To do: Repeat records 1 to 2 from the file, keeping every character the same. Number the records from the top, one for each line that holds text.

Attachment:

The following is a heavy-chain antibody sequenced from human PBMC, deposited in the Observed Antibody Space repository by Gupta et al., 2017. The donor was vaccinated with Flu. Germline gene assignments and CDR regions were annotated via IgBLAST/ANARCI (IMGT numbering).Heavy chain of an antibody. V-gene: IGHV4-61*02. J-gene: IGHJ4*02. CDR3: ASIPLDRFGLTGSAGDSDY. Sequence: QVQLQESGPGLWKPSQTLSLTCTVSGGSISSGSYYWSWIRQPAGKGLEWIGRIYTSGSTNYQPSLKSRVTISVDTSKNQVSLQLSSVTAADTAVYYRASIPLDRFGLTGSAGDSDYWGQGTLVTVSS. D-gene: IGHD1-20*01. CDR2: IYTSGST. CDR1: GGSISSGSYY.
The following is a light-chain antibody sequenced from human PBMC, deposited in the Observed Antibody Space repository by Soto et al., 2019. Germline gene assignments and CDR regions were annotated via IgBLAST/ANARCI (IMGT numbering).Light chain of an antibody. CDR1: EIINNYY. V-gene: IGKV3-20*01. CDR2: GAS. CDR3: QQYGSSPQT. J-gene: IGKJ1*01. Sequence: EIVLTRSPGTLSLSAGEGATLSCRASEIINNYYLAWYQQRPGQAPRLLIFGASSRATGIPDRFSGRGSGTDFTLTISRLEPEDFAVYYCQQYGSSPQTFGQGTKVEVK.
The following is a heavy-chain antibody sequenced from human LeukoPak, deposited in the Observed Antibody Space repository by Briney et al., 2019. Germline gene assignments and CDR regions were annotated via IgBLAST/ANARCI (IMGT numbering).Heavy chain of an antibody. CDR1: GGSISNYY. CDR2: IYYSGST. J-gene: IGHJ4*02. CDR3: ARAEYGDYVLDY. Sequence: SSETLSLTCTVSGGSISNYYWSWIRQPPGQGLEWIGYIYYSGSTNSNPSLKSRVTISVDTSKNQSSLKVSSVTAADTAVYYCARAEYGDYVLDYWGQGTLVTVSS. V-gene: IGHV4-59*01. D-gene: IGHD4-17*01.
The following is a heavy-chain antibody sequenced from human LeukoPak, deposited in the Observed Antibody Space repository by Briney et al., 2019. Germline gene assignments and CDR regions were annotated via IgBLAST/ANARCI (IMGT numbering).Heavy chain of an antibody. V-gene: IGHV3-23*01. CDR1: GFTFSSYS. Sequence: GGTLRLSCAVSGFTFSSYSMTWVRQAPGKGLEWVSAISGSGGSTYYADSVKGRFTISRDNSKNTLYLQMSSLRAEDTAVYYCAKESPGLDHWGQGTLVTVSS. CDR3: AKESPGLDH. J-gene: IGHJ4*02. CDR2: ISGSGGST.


The following is a heavy-chain antibody sequenced from human PBMC, deposited in the Observed Antibody Space repository by Gupta et al., 2017. The donor was vaccinated with Flu. Germline gene assignments and CDR regions were annotated via IgBLAST/ANARCI (IMGT numbering).Heavy chain of an antibody. V-gene: IGHV4-61*02. J-gene: IGHJ4*02. CDR3: ASIPLDRFGLTGSAGDSDY. Sequence: QVQLQESGPGLWKPSQTLSLTCTVSGGSISSGSYYWSWIRQPAGKGLEWIGRIYTSGSTNYQPSLKSRVTISVDTSKNQVSLQLSSVTAADTAVYYRASIPLDRFGLTGSAGDSDYWGQGTLVTVSS. D-gene: IGHD1-20*01. CDR2: IYTSGST. CDR1: GGSISSGSYY.
The following is a light-chain antibody sequenced from human PBMC, deposited in the Observed Antibody Space repository by Soto et al., 2019. Germline gene assignments and CDR regions were annotated via IgBLAST/ANARCI (IMGT numbering).Light chain of an antibody. CDR1: EIINNYY. V-gene: IGKV3-20*01. CDR2: GAS. CDR3: QQYGSSPQT. J-gene: IGKJ1*01. Sequence: EIVLTRSPGTLSLSAGEGATLSCRASEIINNYYLAWYQQRPGQAPRLLIFGASSRATGIPDRFSGRGSGTDFTLTISRLEPEDFAVYYCQQYGSSPQTFGQGTKVEVK.